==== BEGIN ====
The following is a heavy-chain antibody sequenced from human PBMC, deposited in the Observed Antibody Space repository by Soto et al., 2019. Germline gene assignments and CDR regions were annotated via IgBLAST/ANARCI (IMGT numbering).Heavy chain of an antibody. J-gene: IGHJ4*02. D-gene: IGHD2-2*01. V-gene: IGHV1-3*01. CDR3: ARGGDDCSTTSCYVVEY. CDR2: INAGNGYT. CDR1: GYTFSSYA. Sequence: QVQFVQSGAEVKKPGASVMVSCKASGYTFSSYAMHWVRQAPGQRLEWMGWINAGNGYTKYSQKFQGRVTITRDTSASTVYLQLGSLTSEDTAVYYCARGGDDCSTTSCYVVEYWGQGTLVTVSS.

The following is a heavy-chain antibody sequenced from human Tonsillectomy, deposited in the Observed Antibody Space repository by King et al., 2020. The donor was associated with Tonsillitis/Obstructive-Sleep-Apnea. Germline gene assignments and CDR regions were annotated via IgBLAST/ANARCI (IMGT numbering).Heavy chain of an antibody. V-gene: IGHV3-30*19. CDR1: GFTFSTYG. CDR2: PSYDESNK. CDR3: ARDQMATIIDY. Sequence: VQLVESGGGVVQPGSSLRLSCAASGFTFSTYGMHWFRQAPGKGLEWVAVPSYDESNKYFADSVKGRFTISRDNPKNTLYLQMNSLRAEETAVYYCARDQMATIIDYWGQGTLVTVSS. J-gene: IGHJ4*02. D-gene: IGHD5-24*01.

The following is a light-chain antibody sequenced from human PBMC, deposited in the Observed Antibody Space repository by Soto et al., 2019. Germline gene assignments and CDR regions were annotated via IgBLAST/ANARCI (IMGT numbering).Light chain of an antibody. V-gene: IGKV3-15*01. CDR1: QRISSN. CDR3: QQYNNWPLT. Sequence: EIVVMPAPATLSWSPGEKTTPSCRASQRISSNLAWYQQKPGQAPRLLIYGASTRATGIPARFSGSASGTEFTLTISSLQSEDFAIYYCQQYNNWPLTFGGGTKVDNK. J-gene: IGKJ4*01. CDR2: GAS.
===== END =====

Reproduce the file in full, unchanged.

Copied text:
The following is a heavy-chain antibody sequenced from human PBMC, deposited in the Observed Antibody Space repository by Soto et al., 2019. Germline gene assignments and CDR regions were annotated via IgBLAST/ANARCI (IMGT numbering).Heavy chain of an antibody. J-gene: IGHJ4*02. D-gene: IGHD2-2*01. V-gene: IGHV1-3*01. CDR3: ARGGDDCSTTSCYVVEY. CDR2: INAGNGYT. CDR1: GYTFSSYA. Sequence: QVQFVQSGAEVKKPGASVMVSCKASGYTFSSYAMHWVRQAPGQRLEWMGWINAGNGYTKYSQKFQGRVTITRDTSASTVYLQLGSLTSEDTAVYYCARGGDDCSTTSCYVVEYWGQGTLVTVSS.

The following is a heavy-chain antibody sequenced from human Tonsillectomy, deposited in the Observed Antibody Space repository by King et al., 2020. The donor was associated with Tonsillitis/Obstructive-Sleep-Apnea. Germline gene assignments and CDR regions were annotated via IgBLAST/ANARCI (IMGT numbering).Heavy chain of an antibody. V-gene: IGHV3-30*19. CDR1: GFTFSTYG. CDR2: PSYDESNK. CDR3: ARDQMATIIDY. Sequence: VQLVESGGGVVQPGSSLRLSCAASGFTFSTYGMHWFRQAPGKGLEWVAVPSYDESNKYFADSVKGRFTISRDNPKNTLYLQMNSLRAEETAVYYCARDQMATIIDYWGQGTLVTVSS. J-gene: IGHJ4*02. D-gene: IGHD5-24*01.

The following is a light-chain antibody sequenced from human PBMC, deposited in the Observed Antibody Space repository by Soto et al., 2019. Germline gene assignments and CDR regions were annotated via IgBLAST/ANARCI (IMGT numbering).Light chain of an antibody. V-gene: IGKV3-15*01. CDR1: QRISSN. CDR3: QQYNNWPLT. Sequence: EIVVMPAPATLSWSPGEKTTPSCRASQRISSNLAWYQQKPGQAPRLLIYGASTRATGIPARFSGSASGTEFTLTISSLQSEDFAIYYCQQYNNWPLTFGGGTKVDNK. J-gene: IGKJ4*01. CDR2: GAS.